Sea Technology

AUG 2012

The industry's recognized authority for design, engineering and application of equipment and services in the global ocean community

Issue link:

Contents of this Issue


Page 42 of 79

SeaCat AUV Inspects Water Supply Tunnel Operating Remotely and Autonomously, SeaCat Surveys And Records Video of 24-Kilometer-Long Tunnel By Jörg Kalwa System Engineer Atlas Elektronik Bremen, Germany I n a mission lasting almost seven hours, the SeaCat AUV, made by Atlas Elek- tronik (Bremen, Germany), dove through a water supply tunnel 24 kilometers long in the vicinity of Stuttgart, Germany, success- fully investigating the tube for damage. With this survey in March 2012, it be- came possible to inspect the Albstollen water-supply tunnel in the state of Baden- Württemberg for the first time in 40 years of operation. First Visual Inspection of the Tunnel The Albstollen tunnel, with a length of 24 kilometers and a diameter of 2.25 meters, forms part of the water-supply system operated by Bodensee-Wasserversorgung (Stuttgart). As the largest German long-distance water distribution system, it pro- vides freshwater from Lake Constance to 4 million people in 320 communities. One of two main lines, the Albstollen passes through the Swabian Jura mountain range to sup- ply Stuttgart and the northern part of Baden-Württemberg. Although the concrete duct had been checked regularly in the course of its more than 40-year lifetime through measurements of the hydraulic friction losses and the leakage rate, a visual inspection of its condition over the entire length had not been technically possible until now. To inspect the water tunnel, Atlas Elektronik deployed an autonomous diving robot. Operating Autonomously or Remotely The SeaCat AUV, which measures 2.5 meters in length and 30 centimeters in diameter, was selected for the project due to its size and ability to operate either remotely controlled or autonomously, with an endurance of eight hours and a range of 40 kilometers. Video cameras and a variety of sonars can be carried as the payload sensors. Typical areas of appli- cation include the inspection and mapping of inshore lakes, coastal sea areas, harbors and marine structures such as dams or the foundations of wind turbines. (Top) The SeaCat AUV on a chain during deployment to the Albstollen tunnel. (Middle) The SeaCat AUV emerges from the Albstollen tunnel in a shaft surge chamber. (Bottom) The team recovers the SeaCat AUV from the mission. AUGUST 2012 / st 43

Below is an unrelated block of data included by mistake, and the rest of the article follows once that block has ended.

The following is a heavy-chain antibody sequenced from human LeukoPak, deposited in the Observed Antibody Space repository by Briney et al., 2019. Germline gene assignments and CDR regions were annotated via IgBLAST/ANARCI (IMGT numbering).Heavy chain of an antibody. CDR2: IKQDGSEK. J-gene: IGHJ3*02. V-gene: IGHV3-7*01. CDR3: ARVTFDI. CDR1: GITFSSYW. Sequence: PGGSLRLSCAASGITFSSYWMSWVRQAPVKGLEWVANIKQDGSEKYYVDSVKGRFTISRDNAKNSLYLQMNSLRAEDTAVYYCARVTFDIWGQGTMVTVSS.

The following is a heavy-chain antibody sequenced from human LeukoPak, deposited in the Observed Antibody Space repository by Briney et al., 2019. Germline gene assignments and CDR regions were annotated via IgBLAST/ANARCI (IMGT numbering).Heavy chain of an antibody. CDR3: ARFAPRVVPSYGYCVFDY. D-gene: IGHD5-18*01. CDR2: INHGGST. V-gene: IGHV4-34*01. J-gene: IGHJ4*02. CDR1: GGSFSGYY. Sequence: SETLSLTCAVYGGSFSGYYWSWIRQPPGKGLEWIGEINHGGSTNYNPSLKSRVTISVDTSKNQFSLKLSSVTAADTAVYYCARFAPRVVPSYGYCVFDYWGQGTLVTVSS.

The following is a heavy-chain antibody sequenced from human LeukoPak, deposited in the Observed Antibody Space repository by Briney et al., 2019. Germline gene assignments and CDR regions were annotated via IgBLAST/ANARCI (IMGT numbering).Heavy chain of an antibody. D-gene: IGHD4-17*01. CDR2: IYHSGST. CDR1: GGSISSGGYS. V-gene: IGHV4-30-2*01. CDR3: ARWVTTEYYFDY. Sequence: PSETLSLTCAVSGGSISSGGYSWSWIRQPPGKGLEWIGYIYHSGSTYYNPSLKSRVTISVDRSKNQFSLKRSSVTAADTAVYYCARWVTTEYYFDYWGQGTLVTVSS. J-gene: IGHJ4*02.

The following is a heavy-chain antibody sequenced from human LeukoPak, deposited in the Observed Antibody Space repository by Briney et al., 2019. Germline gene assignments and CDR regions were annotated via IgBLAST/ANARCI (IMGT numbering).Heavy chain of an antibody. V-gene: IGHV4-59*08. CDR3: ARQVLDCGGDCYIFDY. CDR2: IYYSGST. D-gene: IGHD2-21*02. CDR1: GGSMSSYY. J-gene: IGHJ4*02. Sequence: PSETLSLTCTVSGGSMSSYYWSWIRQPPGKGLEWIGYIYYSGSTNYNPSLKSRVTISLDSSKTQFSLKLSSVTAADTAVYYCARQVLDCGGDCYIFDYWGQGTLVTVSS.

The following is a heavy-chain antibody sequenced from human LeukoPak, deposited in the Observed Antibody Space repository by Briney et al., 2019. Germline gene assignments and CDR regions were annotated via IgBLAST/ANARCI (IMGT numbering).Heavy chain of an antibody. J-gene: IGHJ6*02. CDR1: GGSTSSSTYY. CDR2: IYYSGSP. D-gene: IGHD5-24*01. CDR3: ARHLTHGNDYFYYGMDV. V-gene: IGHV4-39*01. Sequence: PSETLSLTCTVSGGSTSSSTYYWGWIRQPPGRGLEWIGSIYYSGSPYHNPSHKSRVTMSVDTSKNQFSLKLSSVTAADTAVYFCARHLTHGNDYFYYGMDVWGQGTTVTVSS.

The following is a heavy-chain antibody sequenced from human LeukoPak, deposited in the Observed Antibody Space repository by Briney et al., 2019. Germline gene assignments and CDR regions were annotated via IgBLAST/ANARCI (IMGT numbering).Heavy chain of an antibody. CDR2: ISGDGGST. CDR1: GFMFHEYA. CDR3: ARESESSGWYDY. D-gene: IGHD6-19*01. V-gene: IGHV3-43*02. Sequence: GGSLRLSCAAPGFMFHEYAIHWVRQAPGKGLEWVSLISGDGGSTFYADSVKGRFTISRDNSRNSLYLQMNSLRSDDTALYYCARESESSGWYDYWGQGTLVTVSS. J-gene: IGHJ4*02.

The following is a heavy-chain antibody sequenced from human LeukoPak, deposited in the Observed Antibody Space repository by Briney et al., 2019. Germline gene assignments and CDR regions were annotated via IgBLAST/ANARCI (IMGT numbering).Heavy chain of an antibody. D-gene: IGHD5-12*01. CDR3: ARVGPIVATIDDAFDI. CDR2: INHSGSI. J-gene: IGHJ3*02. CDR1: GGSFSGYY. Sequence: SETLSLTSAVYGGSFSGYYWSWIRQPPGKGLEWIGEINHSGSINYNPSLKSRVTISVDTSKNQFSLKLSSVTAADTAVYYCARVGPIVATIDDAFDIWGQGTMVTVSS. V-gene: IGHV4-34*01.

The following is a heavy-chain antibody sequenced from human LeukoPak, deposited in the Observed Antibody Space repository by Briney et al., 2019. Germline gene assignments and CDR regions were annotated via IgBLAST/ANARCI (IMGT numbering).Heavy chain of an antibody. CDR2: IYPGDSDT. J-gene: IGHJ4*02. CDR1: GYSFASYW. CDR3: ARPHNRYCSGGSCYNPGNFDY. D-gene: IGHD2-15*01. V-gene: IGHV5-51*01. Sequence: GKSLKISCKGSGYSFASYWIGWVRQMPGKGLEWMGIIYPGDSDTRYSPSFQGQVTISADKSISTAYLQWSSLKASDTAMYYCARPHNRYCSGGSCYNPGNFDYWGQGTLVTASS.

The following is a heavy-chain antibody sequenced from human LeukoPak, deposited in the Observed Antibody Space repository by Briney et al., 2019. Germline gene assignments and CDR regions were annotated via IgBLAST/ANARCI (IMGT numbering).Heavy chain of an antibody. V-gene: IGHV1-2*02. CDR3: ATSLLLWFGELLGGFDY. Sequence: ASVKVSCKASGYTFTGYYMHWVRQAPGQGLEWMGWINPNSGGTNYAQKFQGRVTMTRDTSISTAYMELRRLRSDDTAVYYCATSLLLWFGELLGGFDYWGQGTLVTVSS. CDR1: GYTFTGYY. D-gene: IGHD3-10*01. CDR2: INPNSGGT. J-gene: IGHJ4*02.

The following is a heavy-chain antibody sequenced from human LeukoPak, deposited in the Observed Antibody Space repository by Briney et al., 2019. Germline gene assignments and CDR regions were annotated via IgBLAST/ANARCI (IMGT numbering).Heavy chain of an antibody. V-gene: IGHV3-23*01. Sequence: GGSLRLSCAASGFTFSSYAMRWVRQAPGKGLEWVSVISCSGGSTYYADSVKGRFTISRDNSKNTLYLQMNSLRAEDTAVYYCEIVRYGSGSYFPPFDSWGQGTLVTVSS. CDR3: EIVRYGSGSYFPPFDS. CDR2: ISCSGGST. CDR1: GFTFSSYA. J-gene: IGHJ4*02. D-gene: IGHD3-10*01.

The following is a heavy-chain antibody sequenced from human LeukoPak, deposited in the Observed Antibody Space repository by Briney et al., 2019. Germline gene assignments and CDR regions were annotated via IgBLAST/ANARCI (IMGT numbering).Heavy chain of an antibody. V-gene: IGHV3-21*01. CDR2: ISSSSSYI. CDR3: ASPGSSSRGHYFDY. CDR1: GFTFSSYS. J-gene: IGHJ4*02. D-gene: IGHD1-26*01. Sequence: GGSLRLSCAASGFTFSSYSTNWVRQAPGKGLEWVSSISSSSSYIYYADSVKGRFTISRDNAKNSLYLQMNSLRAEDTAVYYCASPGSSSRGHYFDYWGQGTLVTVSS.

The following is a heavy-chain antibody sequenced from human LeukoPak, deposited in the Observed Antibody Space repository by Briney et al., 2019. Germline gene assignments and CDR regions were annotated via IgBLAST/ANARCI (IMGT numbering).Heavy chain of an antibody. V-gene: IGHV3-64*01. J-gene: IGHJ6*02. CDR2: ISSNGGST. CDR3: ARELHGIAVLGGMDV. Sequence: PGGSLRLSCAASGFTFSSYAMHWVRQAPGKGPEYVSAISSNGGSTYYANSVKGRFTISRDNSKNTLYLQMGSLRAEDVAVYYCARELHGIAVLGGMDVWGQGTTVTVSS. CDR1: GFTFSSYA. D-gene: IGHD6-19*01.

Articles in this issue

Links on this page

Archives of this issue

view archives of Sea Technology - AUG 2012